- The Kinshasa government today was told it was ready to receive a massive debt cancellation of up to US$ 12.3 billion. The IMF decision was however controversial, with several countries protesting.
The International Monetary Fund (IMF) and the World Bank today have decided to support US$ 12.3 billion in debt relief to the Democratic Republic of the Congo (DRC). As a result of this relief, the DRC will no longer face a heavy debt service burden in relation to its revenue and foreign exchange resources.
The decision was based on an IMF analysis, holding that the Kinshasa government had by now implemented the expected economic reforms required to trigger a debt cancellation programme.
This, according to the IMF, had included "satisfactory implementation of the country's poverty reduction and growth strategy, maintenance of macroeconomic stability, improvements in public expenditure and debt management, and improved governance and service delivery in key social sectors such as health, education and rural development."
But the decision was controversial, with several board members voting against it or abstaining. In particular Canada was protesting the decision following a Congolese expropriation of a Canadian company's copper assets in the country.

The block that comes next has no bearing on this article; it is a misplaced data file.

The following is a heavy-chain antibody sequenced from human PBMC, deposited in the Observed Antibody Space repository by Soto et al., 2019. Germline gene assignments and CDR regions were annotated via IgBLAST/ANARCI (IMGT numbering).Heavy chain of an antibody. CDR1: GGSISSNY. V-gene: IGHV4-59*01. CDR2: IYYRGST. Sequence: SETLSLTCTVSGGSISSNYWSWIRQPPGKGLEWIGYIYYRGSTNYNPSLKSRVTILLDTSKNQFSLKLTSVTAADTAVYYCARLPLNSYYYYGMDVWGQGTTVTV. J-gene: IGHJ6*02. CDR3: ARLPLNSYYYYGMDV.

There were arguments that the DRC was still not ready for debt relief, as the economy needed further reform, corruption is still pervasive and there still was warfare in the vast country.
It was however remembered that most of the debt now burdening the rather progressive government in Kinshasa was made in doubtful conditions more than 20 years ago. At the time, massive loans were made to long-time Dictator Mobutu Sese Seko, creditors knowing the funds would be embezzled by the corrupt regime.
Compared to the earlier chaos in the DRC, the current administration had moved a far way to create a viable foundation for economic growth and reducing poverty, the IMF and World Bank boards found.
"We recognise the government's huge efforts," commented the Bank's Marie-Françoise Marie-Nelly. "This could be a turning point in DRC's long troubled history," she added, the day after the country celebrated its 50th independence anniversary.
But also Ms Marie-Nelly recognised success was still to be secured in the DRC. "Going forward, strengthening the rule of law, improving governance - especially in the oil and mining sectors - and improving the business climate are essential next steps to benefit the most vulnerable Congolese citizens," she urged Kinshasa authorities.
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